Publisher: New York : Tor Fantasy/A Tom Doherty Associates Book, 2010
Edition: First mass market edition
Copyright Date: ©2009
ISBN: 9781429960830
Characteristics: 1 online resource
Additional Contributors: Sanderson, Brandon
Call Number: eBook

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Jul 23, 2012

Brandon Sanderson does a good job picking up the series in this book. He writes close enough to Robert Jordan's style to keep the series flowing smoothly, but tones down some of the authorial tics that started to grate after eight thousand or so pages of Jordan's writing. (So much braid-tugging, dismissive sniffing, and "wool-headed sheepherder"ing.) The plot keeps moving (a good change after the dragging Crossroads of Twilight), and we can see the Last Battle drawing near.

Mar 01, 2012

Brandon Sanderson does such a good job on this book! I like how he didn't try to mimic Robert Jordan's style, but just wrote in his own style. Although this makes it seem different from Robert Jordan's books, it is still great! He really picks up the series and gets it moving along.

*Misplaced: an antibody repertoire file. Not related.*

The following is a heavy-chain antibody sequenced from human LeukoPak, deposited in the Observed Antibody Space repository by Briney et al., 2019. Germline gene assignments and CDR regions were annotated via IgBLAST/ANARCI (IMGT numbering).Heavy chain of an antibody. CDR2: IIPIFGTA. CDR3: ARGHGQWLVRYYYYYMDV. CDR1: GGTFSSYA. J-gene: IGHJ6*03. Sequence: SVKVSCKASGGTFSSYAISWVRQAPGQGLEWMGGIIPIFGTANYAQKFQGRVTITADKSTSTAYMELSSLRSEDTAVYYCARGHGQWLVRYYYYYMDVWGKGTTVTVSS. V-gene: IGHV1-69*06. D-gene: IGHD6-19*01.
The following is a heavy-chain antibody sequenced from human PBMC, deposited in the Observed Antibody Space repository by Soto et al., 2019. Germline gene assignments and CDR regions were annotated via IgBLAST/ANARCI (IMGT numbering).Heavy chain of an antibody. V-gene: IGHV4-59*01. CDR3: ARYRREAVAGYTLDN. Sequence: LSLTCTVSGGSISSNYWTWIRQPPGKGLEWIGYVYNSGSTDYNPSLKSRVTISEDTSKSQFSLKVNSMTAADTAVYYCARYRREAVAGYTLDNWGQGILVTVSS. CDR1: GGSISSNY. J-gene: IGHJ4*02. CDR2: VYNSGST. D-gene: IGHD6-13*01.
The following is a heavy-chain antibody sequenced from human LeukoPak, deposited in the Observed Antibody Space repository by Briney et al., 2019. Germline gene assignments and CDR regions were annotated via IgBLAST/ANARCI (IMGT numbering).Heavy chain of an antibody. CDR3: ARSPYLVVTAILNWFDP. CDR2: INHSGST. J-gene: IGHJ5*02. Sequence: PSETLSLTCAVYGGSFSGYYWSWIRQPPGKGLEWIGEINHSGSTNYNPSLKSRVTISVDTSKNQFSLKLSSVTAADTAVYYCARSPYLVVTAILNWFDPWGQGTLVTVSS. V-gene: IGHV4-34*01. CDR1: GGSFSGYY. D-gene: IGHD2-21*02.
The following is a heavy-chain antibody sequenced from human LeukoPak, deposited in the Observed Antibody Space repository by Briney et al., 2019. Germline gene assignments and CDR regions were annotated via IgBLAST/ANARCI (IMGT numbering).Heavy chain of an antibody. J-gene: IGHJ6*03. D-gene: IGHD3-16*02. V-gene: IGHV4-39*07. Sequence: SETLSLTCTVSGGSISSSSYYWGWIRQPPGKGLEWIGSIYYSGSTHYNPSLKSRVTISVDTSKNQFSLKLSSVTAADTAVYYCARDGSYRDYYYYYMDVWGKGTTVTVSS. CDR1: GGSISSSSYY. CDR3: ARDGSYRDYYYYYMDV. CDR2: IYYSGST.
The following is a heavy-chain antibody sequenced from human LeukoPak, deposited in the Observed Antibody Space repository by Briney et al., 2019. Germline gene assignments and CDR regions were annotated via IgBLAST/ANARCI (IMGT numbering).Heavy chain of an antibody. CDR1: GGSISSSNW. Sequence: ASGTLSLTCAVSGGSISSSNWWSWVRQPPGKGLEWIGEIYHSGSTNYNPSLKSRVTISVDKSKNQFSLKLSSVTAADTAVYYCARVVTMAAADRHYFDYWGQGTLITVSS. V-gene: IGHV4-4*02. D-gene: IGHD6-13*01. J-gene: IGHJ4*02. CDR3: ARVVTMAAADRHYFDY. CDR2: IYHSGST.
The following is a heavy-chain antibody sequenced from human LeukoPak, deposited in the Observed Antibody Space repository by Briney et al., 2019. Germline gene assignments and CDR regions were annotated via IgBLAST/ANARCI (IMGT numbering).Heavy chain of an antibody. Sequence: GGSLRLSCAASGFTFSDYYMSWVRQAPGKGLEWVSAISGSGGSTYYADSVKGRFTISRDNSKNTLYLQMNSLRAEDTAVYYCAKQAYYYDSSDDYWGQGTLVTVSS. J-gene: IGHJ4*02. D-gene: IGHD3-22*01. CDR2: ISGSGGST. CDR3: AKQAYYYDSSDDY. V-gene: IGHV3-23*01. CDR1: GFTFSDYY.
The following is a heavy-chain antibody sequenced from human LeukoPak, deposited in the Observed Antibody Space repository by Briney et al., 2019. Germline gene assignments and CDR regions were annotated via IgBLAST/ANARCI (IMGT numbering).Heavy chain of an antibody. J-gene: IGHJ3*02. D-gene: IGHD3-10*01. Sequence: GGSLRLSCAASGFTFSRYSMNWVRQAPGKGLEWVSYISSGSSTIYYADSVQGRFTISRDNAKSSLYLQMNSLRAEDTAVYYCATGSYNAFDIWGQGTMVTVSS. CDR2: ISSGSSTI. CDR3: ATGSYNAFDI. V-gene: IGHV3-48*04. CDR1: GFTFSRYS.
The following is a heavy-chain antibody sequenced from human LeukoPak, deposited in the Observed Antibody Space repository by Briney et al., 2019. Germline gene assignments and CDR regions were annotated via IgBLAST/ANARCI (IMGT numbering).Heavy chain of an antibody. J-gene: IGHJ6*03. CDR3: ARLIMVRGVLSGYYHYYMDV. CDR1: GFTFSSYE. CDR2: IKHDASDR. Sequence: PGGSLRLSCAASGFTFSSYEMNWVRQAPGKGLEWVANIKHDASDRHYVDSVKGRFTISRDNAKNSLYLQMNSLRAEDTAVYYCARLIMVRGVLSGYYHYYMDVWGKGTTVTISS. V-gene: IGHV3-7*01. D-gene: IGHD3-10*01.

Jul 08, 2011

I had to admit I was concerned when I heard Brandon Sanderson had been chosen to conclude the Wheel of Time series, as I had read previous works of his before and came away wholly unimpressed. As a result it took me a long time to read this book, but in the end I was glad I did. Sanderson turned out to be a wonderful fit for these books, able to keep the action flowing admirably while the sheer scope of the Wheel of Time's world keeps his tendency to endlessly re-iterate character motivation to an absolute minimum. Also, the ending to this book is quite possibly my favorite of the entire series, and considering it consists of little to no physical action in a body of work renowned for its complex military sequences, that's saying something. Four stars, tending upwards towards five.